quarts tomato juice or puree

1 % teaspoons salt 1

tablespoon horseradish


teaspoon sugar

Mix ingredients and serve chilled. (Served more than any other recipe on our menu.) Dodge Hotel Washington, D. C.




2 cups Florida orange juice 1 cup grapefruit juice Juice 2 lemons 1 large cup sugar Juice 1 can Hawaiian pineapple 3 cups weak tea Mix in punch bowl with block of ice

Just before serving add two bottles ginger ale, sprig of mint. Serve in small glasses. Sufficient for 10 people. Mrs. Henry W. Peabody Beverly, Mass.

Chairman of Woman's National Committee for Law Enforcement


Juice of 1 grapefruit Juice of 2 oranges Juice of 3 limes If too tart, sweeten with liquid honey, according to taste. Pour over crushed ice and garnish with sprig of mint. Mrs. Anthony Wayne Cook Past President General Daughters of the American Revolution




3 lemons 1 orange 1/z can pineapple

Measure these ingredients, then add nnc-h:tlf of lh:it :rn1 0 11111 of water, and the other half of White Hoc:k. ::\Irs . J 0 !111 B. l l1~ ud c rso n

Henderson Castle Washington, D. C.

This punch, one of the simplest in our collec– tion, is in a manner of speaking a punch with a background. Doubtless it bas tempted the appe– tite of more celebrities, diplomats, statesmen, authors, playwrights, and social lig hts, than any other fruit juice drink in the world today. For it is one of the favorite beverages of Mrs. John B. Henderson, mistress of the great brownstone Nor– man pile on the Sixteenth Street hill in Wash– ington, known as the playground of the diplomats. Mrs. Henderson, in addition to taki 11g· n111lcr her wing hosts of our foreign envoys, their secre– taries and members of their familil's, a nd throw– ing wide to them her hospitable doors, is 1101- crl. for her early stand for prohibition. Many years ago, before the idea of a national law was contem– plated, Mrs. Henderson made a decision which was to revolutionize her form of entertainment in a manner which showed amazing independence of spirit, in view of the fa.ct that scarcely a com-



parry sits at her table which lacks at least one or two Continentals, accustomed to considering "wining and dining" as an inseparable phrase. She decided that liquor, even the best of it, is injurious to the health of an individual and worse than detrimental to the life of a nation. Without more ado, she ordered the contents of her exten– sive wine cellar-rated one of the finest in Wash– ington at the time-poured down the gutters out– side her castle walls. Since that clay her every guest, be he prince, potentate or local townsman, has dined with her without wining-and from the alacrity with which her invitations are accepted, we venture to say– has dined well.




Youth comes into its own with the rising moon and the distant wail of-no, not the whippoor– will; poor old 'Will, he hasn't a ghost of a chance of making himself heard on one of these twen– tieth century nights !-I was about to say, the distant wail of a saxophone and violin. Punches for the evening suggest the reception and ball, the fraternity house party and sorority "rush"; the debutante 's coming-out party and the small house dance. Through all of them Youth flits in the unconscious gayety that is Youth's heritage; casting long, lithe shadows on the Dial ..... I can visualize a moonlit garden-one of the loveliest gardens I have ever seen-whose beauty lies in its natural setting rather than in any handiwork of man. Shadowy vines trail around the dimly outlined form of a sun-dial on the crest of a terraced slope, the first of seven descending from the level of the great pillared house, a vague pile in the background, where high points of pale light touch eerily the angles and eaves not hidden by century-old trees and a magnificent wistaria vine. This house; rich in history which binds it closely with the early days of our nation, was the ''country home'' of America's first national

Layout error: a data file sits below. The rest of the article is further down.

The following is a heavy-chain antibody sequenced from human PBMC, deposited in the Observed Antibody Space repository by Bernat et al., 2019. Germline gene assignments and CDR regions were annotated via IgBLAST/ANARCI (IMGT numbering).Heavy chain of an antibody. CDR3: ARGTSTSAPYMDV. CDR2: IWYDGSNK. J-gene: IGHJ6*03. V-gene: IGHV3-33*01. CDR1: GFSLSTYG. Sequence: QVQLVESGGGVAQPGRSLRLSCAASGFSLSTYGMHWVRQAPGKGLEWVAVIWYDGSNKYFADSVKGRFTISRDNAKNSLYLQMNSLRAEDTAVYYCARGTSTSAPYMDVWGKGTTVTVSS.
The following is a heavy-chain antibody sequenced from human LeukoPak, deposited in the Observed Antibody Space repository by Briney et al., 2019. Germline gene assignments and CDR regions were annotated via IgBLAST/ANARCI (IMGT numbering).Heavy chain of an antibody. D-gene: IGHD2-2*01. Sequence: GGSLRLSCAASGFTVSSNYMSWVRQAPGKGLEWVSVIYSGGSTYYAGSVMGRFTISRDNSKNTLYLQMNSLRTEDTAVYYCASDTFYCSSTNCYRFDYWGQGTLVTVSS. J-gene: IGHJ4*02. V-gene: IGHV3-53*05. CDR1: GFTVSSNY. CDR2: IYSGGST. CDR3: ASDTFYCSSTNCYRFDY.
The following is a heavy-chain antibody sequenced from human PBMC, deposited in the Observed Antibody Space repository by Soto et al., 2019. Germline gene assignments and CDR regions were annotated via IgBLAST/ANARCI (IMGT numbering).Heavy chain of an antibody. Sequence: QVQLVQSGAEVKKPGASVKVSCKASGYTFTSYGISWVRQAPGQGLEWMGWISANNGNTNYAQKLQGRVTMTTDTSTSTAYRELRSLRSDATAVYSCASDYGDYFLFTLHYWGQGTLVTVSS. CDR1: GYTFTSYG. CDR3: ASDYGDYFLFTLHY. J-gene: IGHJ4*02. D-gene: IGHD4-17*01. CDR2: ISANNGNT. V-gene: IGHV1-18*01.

Treasurer-Nourse was bis name. You may have beard how he moved the entire contents of the United States Treasury from Philadelphia to Washington ''in ten cart-loads.'' For a full century the house remained in the Nourse family. And for almost the entire period it remained a suburban home. Today a busy thoroughfare winds by the front gate of the old Colonial homestead, once remote in its twenty-five acres. But it is still linked with the lives of the nation's great, for one dwells there now who was medical adviser, confidant and friend to the greatest of our modern states– men. And in this moonlit garden, nestled in a grove of trees, is a tiny "Wbite House" given by that statesman to three sturdy youngsters who romp within that garden today, and soon will make the old place ring with the laughter and music of Youtb as they ''chase the flying hours with flying feet."


1 cup orange juice 1 cup lemon juice 1 cup sugar 6 cups water and ice

To measure the water and ice, place the chopped ice in a vessel into which water may then be poured to the mark for the measure wanted. · Texas Agricultural Experiment Station





1 quart white grape juice 4 bottles ginger ale 1 quart orange juice

Vii pint lemon or grape fruit juice Sugar to taste

Allow two bunches of mint to steep in this for one hour. Serve very cold. Mrs. Ruth G. IC Strawbridge Philadelphia, Pa.


Boil 2 cups sugar and 1 quart of water 20 minutes. Pour boiling hot over following mixture:



1/z cup lemon juice 1/2 cup orange juice 1 cup strawberry juice 1/z cup canned cherry syrup 1 cup chopped pineapple

When ready to serve, strain and add

1 pint of white grape juice

Dilute with ice water and add

1 cup fresh strawberries, quartered 1 cup stoned che1Ties

Can be diluted with Apollinaris- Water if preferred. Mrs. C. C. Young


To one small bottle of red Concord California pure con– centrated grape juice or Concord Loganberry, add

2 bottles light colored ginger ale 1 lemon sliced thin 1/z cup chopped mint leaves

Serve very cold

Mabel Walker Willebrandt Former Assistant Attorney General (Mrs. Willebrandt is known as "Portia," the woman lawyer) (From "The Ladies Home Journal")